The first people to use the name Jardin were a family of Strathclyde- Britons
who lived in the Scottish/English Borderlands. The name comes from when someone lived in Angus
. Jardin is thought to have been a Norman name that made it's way North into Scotland
. It is ultimately derived from the Old French word jardin,
or "garden." Further research indicates that the family settled very early in the barony of Gardyne in the parish of Kirkden, Angus. It is from these lands that the family takes its name; although a more literal interpretation of the name would mean 'of the garden.' The family also held estates in Arbroath, Aberdeen, Banff and Perth for centuries.
Early Origins of the Jardin family
The surname Jardin was first found in Angus
(Gaelic: Aonghas), part of the Tayside region of northeastern Scotland
, and present day Council Area of Angus
, formerly known as Forfar or Forfarshire
, where one of the first official records was Winefredus de Jardine in 1153 when he witnessed charters by King David 1st to the Abbeys of Kelso and Arbroath.
Early History of the Jardin family
This web page shows only a small excerpt of our Jardin research.Another 141 words (10 lines of text) covering the years 1178, 1200, 1245, 1597, 1683, 1695, 1699, 1737, 1800, and 1875 are included under the topic Early Jardin History in all our PDF Extended History products and printed products wherever possible.
Jardin Spelling Variations
Surnames that evolved in Scotland
in the Middle Ages often appear under many spelling variations
. These are due to the practice of spelling according to sound in the era before dictionaries had standardized the English language. Jardin has appeared as Jardine, Jardin, Gardin, Gardyn, Garden and others.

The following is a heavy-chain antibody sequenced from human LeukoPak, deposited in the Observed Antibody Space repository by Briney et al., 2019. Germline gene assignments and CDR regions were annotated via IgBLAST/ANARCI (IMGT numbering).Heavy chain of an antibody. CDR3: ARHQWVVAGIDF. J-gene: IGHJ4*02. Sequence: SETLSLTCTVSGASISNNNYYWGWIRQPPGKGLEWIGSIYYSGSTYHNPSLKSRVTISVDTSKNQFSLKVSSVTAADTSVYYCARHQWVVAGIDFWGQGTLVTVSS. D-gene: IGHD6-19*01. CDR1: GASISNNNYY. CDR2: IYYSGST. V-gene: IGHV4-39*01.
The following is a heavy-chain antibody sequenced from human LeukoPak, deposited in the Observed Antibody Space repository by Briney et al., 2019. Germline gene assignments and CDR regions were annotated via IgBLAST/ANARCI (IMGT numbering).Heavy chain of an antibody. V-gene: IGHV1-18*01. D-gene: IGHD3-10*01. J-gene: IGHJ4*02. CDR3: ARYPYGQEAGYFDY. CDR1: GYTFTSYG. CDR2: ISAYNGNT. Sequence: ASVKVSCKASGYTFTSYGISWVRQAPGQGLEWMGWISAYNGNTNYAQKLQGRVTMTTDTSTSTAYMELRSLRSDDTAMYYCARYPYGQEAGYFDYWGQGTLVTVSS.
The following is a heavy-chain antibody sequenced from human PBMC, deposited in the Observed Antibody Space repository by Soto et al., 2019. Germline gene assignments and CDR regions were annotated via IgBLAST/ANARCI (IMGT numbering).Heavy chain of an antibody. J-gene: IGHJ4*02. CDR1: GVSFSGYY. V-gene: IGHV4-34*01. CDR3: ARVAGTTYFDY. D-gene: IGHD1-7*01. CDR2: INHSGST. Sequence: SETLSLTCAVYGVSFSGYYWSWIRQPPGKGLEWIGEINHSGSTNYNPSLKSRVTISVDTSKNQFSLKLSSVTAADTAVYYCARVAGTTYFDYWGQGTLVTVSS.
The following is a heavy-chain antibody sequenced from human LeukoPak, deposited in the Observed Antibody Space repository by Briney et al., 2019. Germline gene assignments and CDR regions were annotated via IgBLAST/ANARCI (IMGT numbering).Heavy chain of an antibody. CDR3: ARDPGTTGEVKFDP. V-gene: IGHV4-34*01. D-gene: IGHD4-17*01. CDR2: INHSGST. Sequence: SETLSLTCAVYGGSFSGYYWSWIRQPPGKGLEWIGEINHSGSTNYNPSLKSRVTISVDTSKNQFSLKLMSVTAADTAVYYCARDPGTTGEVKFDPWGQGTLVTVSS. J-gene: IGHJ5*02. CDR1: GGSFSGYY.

Early Notables of the Jardin family (pre 1700)
Another 41 words (3 lines of text) are included under the topic Early Jardin Notables in all our PDF Extended History products and printed products wherever possible.
Migration of the Jardin family to Ireland
Some of the Jardin family moved to Ireland
, but this topic is not covered in this excerpt. More information about their life in Ireland
is included in all our PDF Extended History products
and printed products wherever possible.
Migration of the Jardin family to the New World and Oceana
The North American colonies beckoned, with their ample land and opportunity as their freedom from the persecution suffered by so many Clan
families back home. Many Scots even fought against England
in the American War of Independence
to gain this freedom. Recently, clan societies have allowed the ancestors of these brave Scottish settlers to rediscover their familial roots. Among them:
Jardin Settlers in United States in the 17th Century
- Andrew and Bessie Jardin, who landed in America in 1685
Jardin Settlers in New Zealand in the 19th Century
- Albert Jardin, aged 29, a labourer, who arrived in Wellington, New Zealand aboard the ship "Woodlark" in 1874
Contemporary Notables of the name Jardin (post 1700)
- Jacques Jardin, French Divisional General during the French Revolutionary and Napoleonic Wars from 1789 to 1815 CITATION[CLOSE]
Generals Who Served in the French Army during the Period 1789-1815. (Retrieved 2015, February 27) Jacques Jardin. Retrieved from http://www.napoleon-series.org/research/c_frenchgenerals.html
The Jardin Motto
The motto was originally a war cry or slogan. Mottoes first began to be shown with arms in the 14th and 15th centuries, but were not in general use until the 17th century. Thus the oldest coats of arms generally do not include a motto. Mottoes seldom form part of the grant of arms: Under most heraldic authorities, a motto is an optional component of the coat of arms, and can be added to or changed at will; many families have chosen not to display a motto.
Motto: Cave adsum
Motto Translation: Beware I am here.
Jardin Family Crest Products
- ^ Generals Who Served in the French Army during the Period 1789-1815. (Retrieved 2015, February 27) Jacques Jardin. Retrieved from http://www.napoleon-series.org/research/c_frenchgenerals.html